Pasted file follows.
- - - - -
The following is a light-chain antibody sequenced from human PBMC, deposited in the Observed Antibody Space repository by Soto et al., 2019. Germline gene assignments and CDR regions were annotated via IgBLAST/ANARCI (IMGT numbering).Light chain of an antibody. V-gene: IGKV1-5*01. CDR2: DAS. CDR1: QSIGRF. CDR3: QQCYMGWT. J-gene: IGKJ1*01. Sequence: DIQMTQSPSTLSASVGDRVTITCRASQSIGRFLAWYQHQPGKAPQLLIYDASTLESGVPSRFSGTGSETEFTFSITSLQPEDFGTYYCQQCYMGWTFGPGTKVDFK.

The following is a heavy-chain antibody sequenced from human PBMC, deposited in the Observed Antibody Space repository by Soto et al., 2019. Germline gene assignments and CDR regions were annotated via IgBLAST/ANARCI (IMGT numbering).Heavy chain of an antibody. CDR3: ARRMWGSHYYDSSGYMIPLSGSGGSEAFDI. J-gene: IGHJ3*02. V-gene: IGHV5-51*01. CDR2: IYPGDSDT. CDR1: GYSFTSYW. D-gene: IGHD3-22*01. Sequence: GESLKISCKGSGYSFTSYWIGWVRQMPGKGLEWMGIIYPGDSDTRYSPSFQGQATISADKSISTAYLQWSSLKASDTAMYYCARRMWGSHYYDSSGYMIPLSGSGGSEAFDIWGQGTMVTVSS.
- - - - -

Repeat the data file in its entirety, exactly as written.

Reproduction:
The following is a light-chain antibody sequenced from human PBMC, deposited in the Observed Antibody Space repository by Soto et al., 2019. Germline gene assignments and CDR regions were annotated via IgBLAST/ANARCI (IMGT numbering).Light chain of an antibody. V-gene: IGKV1-5*01. CDR2: DAS. CDR1: QSIGRF. CDR3: QQCYMGWT. J-gene: IGKJ1*01. Sequence: DIQMTQSPSTLSASVGDRVTITCRASQSIGRFLAWYQHQPGKAPQLLIYDASTLESGVPSRFSGTGSETEFTFSITSLQPEDFGTYYCQQCYMGWTFGPGTKVDFK.

The following is a heavy-chain antibody sequenced from human PBMC, deposited in the Observed Antibody Space repository by Soto et al., 2019. Germline gene assignments and CDR regions were annotated via IgBLAST/ANARCI (IMGT numbering).Heavy chain of an antibody. CDR3: ARRMWGSHYYDSSGYMIPLSGSGGSEAFDI. J-gene: IGHJ3*02. V-gene: IGHV5-51*01. CDR2: IYPGDSDT. CDR1: GYSFTSYW. D-gene: IGHD3-22*01. Sequence: GESLKISCKGSGYSFTSYWIGWVRQMPGKGLEWMGIIYPGDSDTRYSPSFQGQATISADKSISTAYLQWSSLKASDTAMYYCARRMWGSHYYDSSGYMIPLSGSGGSEAFDIWGQGTMVTVSS.